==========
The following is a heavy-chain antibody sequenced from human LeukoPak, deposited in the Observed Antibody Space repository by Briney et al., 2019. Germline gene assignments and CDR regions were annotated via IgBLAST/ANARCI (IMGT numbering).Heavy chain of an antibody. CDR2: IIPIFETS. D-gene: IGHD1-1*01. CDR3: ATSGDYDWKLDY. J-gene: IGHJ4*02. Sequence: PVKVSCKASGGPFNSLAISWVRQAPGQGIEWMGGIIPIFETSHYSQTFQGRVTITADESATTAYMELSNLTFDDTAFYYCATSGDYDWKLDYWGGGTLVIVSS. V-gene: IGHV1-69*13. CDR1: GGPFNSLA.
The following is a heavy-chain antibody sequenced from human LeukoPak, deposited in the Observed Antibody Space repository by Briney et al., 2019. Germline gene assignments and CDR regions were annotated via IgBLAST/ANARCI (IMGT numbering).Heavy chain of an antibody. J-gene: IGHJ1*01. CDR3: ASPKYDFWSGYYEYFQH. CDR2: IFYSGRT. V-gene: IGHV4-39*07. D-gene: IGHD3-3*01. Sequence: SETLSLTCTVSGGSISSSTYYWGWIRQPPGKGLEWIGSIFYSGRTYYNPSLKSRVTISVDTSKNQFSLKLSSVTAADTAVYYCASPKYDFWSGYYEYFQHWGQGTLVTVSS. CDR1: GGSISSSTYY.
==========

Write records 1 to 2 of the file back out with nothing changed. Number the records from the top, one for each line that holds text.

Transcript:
The following is a heavy-chain antibody sequenced from human LeukoPak, deposited in the Observed Antibody Space repository by Briney et al., 2019. Germline gene assignments and CDR regions were annotated via IgBLAST/ANARCI (IMGT numbering).Heavy chain of an antibody. CDR2: IIPIFETS. D-gene: IGHD1-1*01. CDR3: ATSGDYDWKLDY. J-gene: IGHJ4*02. Sequence: PVKVSCKASGGPFNSLAISWVRQAPGQGIEWMGGIIPIFETSHYSQTFQGRVTITADESATTAYMELSNLTFDDTAFYYCATSGDYDWKLDYWGGGTLVIVSS. V-gene: IGHV1-69*13. CDR1: GGPFNSLA.
The following is a heavy-chain antibody sequenced from human LeukoPak, deposited in the Observed Antibody Space repository by Briney et al., 2019. Germline gene assignments and CDR regions were annotated via IgBLAST/ANARCI (IMGT numbering).Heavy chain of an antibody. J-gene: IGHJ1*01. CDR3: ASPKYDFWSGYYEYFQH. CDR2: IFYSGRT. V-gene: IGHV4-39*07. D-gene: IGHD3-3*01. Sequence: SETLSLTCTVSGGSISSSTYYWGWIRQPPGKGLEWIGSIFYSGRTYYNPSLKSRVTISVDTSKNQFSLKLSSVTAADTAVYYCASPKYDFWSGYYEYFQHWGQGTLVTVSS. CDR1: GGSISSSTYY.